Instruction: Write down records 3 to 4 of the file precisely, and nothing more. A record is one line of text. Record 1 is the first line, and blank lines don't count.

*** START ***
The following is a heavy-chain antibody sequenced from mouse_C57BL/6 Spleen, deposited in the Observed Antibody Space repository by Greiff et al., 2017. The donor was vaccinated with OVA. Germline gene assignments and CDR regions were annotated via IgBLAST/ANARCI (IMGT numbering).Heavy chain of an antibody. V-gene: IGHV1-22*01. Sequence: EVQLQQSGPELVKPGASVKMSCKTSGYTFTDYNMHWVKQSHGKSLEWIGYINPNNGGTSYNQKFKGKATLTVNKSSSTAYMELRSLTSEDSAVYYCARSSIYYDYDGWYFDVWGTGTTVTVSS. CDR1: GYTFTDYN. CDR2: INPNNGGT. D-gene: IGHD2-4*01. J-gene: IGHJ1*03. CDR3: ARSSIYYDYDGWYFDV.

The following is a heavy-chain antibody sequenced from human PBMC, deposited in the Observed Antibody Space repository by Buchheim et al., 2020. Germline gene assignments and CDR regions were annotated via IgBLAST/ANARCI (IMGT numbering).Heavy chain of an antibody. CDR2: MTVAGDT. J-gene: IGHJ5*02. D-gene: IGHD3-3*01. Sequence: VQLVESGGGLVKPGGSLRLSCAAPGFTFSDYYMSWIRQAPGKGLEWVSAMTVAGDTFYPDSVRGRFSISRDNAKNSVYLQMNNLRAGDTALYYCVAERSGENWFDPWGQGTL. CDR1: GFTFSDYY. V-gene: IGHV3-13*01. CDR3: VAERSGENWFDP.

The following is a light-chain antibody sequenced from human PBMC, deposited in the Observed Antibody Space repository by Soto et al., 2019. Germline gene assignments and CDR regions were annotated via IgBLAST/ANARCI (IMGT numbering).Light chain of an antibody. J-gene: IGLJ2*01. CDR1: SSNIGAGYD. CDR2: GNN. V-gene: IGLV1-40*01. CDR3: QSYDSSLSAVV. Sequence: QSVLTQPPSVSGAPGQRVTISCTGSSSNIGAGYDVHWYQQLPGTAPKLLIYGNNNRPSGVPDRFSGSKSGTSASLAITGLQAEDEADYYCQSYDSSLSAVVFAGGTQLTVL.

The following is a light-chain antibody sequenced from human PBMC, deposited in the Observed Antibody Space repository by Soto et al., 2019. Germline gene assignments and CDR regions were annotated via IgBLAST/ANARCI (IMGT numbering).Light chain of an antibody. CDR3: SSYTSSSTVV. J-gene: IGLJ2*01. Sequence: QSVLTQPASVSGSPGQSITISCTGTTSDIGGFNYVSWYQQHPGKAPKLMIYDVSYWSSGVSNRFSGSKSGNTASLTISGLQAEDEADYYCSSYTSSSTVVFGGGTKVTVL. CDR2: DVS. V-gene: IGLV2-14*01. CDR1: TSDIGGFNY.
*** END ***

The following is a light-chain antibody sequenced from human PBMC, deposited in the Observed Antibody Space repository by Soto et al., 2019. Germline gene assignments and CDR regions were annotated via IgBLAST/ANARCI (IMGT numbering).Light chain of an antibody. J-gene: IGLJ2*01. CDR1: SSNIGAGYD. CDR2: GNN. V-gene: IGLV1-40*01. CDR3: QSYDSSLSAVV. Sequence: QSVLTQPPSVSGAPGQRVTISCTGSSSNIGAGYDVHWYQQLPGTAPKLLIYGNNNRPSGVPDRFSGSKSGTSASLAITGLQAEDEADYYCQSYDSSLSAVVFAGGTQLTVL.

The following is a light-chain antibody sequenced from human PBMC, deposited in the Observed Antibody Space repository by Soto et al., 2019. Germline gene assignments and CDR regions were annotated via IgBLAST/ANARCI (IMGT numbering).Light chain of an antibody. CDR3: SSYTSSSTVV. J-gene: IGLJ2*01. Sequence: QSVLTQPASVSGSPGQSITISCTGTTSDIGGFNYVSWYQQHPGKAPKLMIYDVSYWSSGVSNRFSGSKSGNTASLTISGLQAEDEADYYCSSYTSSSTVVFGGGTKVTVL. CDR2: DVS. V-gene: IGLV2-14*01. CDR1: TSDIGGFNY.